Image stabilisation - In body or in lens?


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Aug 2, 2005
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#1
Thinking of going into dslrs. Been doing alot of reading up and seems like now its between Canon and Pentax.
But first, i would like to find out, which form of image stabilisation suppose to be better? The in body kind like in Pentax dSLRs or those in lenses like for Canon?
 

grantyale

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Oct 4, 2004
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#2
Personally I like to have in-body for wide-angles and in-lens for telephotos.
 

Aug 2, 2005
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#3
well unless everyone can own 2 dSLRs, otherwise isit even possible to have both in body and on lens image stabilisation??

maybe u wanna discuss why in body for wide angle and on lens for tele?
 

giantcanopy

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Feb 11, 2007
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#4
There have been previous posts. The on lens stabilisation on longer focal lengths are more effective. Of course having built in stabilisation means u virtually get the benefit all across without incurring additional premium for the function on the lens.

Ryan
 

adiknaim

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Feb 9, 2008
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#5
either one is good...

In-body = cheaper in the long run most probably
In-lens = supposedly more accurate in compensation and longer focal lengths

however, i feel that we should work on basic holding technique the best.. if we don't have good handling, stabilisation oso nt much use...
 

gymak90

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#6
well unless everyone can own 2 dSLRs, otherwise isit even possible to have both in body and on lens image stabilisation??
No it is possible without having 2 dslrs.
Say you have an Sony body with sensor stablisation. Then fit with a lens like Sigma 150-500mm OS.
But in reality, you can't use 2 stabilisations at the same time. So no point.
 

Octarine

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Jan 3, 2008
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#8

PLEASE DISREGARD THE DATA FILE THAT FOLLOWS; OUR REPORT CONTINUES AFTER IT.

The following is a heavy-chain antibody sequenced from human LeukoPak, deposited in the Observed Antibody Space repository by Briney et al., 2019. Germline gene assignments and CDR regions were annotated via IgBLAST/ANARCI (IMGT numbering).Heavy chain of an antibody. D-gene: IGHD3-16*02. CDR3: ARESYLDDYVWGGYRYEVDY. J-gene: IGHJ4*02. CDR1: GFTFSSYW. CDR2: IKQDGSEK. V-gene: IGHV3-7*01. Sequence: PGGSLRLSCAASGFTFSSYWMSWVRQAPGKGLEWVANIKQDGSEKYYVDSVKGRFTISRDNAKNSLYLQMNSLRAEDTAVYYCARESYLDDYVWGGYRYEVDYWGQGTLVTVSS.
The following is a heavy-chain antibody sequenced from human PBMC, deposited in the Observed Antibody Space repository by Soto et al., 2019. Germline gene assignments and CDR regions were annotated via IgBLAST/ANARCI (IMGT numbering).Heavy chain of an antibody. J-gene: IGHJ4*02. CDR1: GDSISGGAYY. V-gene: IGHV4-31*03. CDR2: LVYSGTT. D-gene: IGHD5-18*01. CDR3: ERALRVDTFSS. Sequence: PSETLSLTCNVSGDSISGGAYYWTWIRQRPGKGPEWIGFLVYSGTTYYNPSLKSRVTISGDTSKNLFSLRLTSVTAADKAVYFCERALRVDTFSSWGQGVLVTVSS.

Last but not least there is a stabilization out of body and out of lens: a good tripod :)
 

windwaver

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May 19, 2007
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#11
Thinking of going into dslrs. Been doing alot of reading up and seems like now its between Canon and Pentax.
But first, i would like to find out, which form of image stabilisation suppose to be better? The in body kind like in Pentax dSLRs or those in lenses like for Canon?
You can 'see' the stablization if it's in the lens while in-body IS cannot 'see'. Having said that, having the IS in yourself is the best bet ;)
 

mummum

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Mar 20, 2007
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#12
Thinking of going into dslrs. Been doing alot of reading up and seems like now its between Canon and Pentax.
But first, i would like to find out, which form of image stabilisation suppose to be better? The in body kind like in Pentax dSLRs or those in lenses like for Canon?
To me...

The benefit of having IS in-body is the cost advantage IF you are using third party lens. Example the Tamron 17-50mm f/2.8 is significantly much cheaper compared to Canon EF-S 17-55mm f/2.8 IS lens. Talking bout the focal length and aperture only.
 

Oct 29, 2007
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#13
i prefer stablisation in the lens as in shooting at long focal lengths requires precise focusing and aiming to get a sharp pic hence the in-len stablise would help greatly in situations like this. hopfully in the future we would have IS on both bodies and lens :D but most probably it will leave a big hole in our wallets :sweat:
 

synapseman

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May 6, 2003
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#15
From what I've read from independent reports, it seems that in-lens stabilisation is better than in-camera stabilisation. However, how many IS/VR lenses are you going to buy?

While in-body stabilisation is not as good as in-lens stabilisation, it is by no means lousy. And when you consider that ANY lens you mount, it becomes stabilised, the eventual savings can be quite a big deal. Legacy lenses, current lenses, third-party, budget lens, hi-end lens, etc, etc. Personally, I also don't like the view of the stabilising effect of in-lens IS/VR - find it a bit disorientating.
 

synapseman

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May 6, 2003
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#16
i prefer stablisation in the lens as in shooting at long focal lengths requires precise focusing and aiming to get a sharp pic hence the in-len stablise would help greatly in situations like this. hopfully in the future we would have IS on both bodies and lens :D but most probably it will leave a big hole in our wallets :sweat:
Maybe some sort of active gyroscope, or steadycams like those used in videography. Handheld night shots while running, anyone? :think:
 

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